Wednesday, January 28, 2009

The Academy

Mortar Board and certificateA barney is brewing over Redbridge Council’s plans to build an Academy. Leaving aside the proposed site, the subject of objections in its own right, there aren’t many options left to the council as to where to locate it.

Academies, if I remember correctly, were the pet project of ex Prime Minister Tony Blair and the government plan to roll out some 400 of these throughout the country.

From what has been reported we need a new secondary school to cope with the projected numbers and the only funding available is that for an Academy. So, its an Academy or nothing. The heavy hand of big government riding roughshod over local decision making again. Look, if it was a good thing, then people would want them and the pressure would be on local councils to provide them. Why does government need to force the issue?

But apart from the obvious distinction in that they are run by private sponsors, the main objection of the National Union of Teachers, are they any different to a normal state school? As I recall, and I may be wrong, they are intended to address the “culture of low aspiration” but then shouldn’t state schools be doing that and providing for all children of all abilities and backgrounds?

I don’t quite know what to make of it, any suggestions or contributions welcome, particularly from teachers and ex-teachers [that’s you Joyce and Margaret].

Ref:
Absolute Return for Kids
Teachers strike over academies
What are Academies?

2 comments:

  1. I do not quite understand why the Governm ent wants academies, especially in redbridge where the existing state schools are generally doing well. The NUT dislikes them because the governors do not necessarily have adequate local representation and the ethic may be ours. However, as Redbridge has too little money to build its own schools, it seems that an academy would be a source of needed funds. I wonder what would happen if Redbridge refused to build and large numbers of children could not have their compulsory entitlement of education.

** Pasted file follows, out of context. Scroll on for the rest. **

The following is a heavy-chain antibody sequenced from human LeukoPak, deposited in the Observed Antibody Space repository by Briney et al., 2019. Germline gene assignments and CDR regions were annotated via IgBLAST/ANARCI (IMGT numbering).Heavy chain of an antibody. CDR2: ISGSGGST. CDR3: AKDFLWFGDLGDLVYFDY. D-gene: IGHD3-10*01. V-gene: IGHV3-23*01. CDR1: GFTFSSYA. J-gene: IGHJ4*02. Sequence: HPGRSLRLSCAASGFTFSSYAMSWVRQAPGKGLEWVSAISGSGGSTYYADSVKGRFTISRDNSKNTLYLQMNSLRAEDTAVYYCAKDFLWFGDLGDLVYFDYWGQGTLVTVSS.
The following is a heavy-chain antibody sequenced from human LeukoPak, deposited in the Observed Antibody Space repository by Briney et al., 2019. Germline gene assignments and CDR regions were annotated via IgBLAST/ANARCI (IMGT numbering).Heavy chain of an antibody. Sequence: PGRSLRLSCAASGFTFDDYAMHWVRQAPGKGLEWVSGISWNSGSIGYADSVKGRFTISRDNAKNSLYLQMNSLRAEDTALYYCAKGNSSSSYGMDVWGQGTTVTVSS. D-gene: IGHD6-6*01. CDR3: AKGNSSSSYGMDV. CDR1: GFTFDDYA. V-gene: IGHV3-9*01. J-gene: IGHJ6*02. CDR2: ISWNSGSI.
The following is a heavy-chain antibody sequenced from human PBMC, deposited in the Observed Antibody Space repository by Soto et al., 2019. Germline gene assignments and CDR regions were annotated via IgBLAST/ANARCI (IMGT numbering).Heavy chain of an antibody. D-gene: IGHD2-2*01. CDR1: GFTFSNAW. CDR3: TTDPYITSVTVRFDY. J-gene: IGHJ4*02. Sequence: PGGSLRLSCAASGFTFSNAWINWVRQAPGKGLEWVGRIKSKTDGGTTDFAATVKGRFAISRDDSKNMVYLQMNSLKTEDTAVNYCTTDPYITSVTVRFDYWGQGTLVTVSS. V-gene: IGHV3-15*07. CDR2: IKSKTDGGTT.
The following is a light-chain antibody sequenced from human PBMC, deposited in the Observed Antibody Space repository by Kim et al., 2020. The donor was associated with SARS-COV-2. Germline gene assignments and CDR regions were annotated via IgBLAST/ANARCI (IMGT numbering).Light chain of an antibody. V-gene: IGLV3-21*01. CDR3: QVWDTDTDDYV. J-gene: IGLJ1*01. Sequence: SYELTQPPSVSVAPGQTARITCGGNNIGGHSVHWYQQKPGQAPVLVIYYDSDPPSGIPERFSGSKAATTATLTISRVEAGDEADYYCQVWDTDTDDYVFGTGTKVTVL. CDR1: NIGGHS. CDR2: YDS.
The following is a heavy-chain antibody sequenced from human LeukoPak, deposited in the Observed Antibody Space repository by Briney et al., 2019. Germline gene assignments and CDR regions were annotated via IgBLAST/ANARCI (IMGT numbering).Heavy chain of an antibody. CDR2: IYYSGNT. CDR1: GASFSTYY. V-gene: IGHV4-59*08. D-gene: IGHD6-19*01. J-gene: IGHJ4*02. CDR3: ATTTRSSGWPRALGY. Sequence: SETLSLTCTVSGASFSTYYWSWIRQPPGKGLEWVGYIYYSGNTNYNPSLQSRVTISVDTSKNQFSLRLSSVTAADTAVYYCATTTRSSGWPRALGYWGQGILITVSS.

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  2. It seems to come down to money because some of the finance is private. This means that private interests can intrude, possibly at the expense of ours because the governing body will give them a large share of representation, so I am told. The Central Government doubtless sees academies as a way of paying for education without raising taxes or curtailing our adventures abroad. Redbridge cannot afford to raise money on its own for the sort of maintained school that we already have. The Government makes much about the academies bailing out failing schools although I have not ever found out how or whether they succeed when others have failed. Failing schools are not a serious problem here where league tables show Redbridge as doing well and certainly not needing change of character on educational grounds.

    If we do not have more schools for our increasing population, many children may not receive their entitlement of compulsory education. I do not know our legal situation, but wonder how the Government would deal with Redbridge if it did nothing. It would be no use fining Redbridge because it could not pay. It could put all the councillors and officers in one of our overcrowded prisons with room only if they put the 33 Conservative councillors in one cell. They could then take over our local government themselves and thus provide jobs for redundant city workers, carefully vetted for Britishness and loyalty to the Government.

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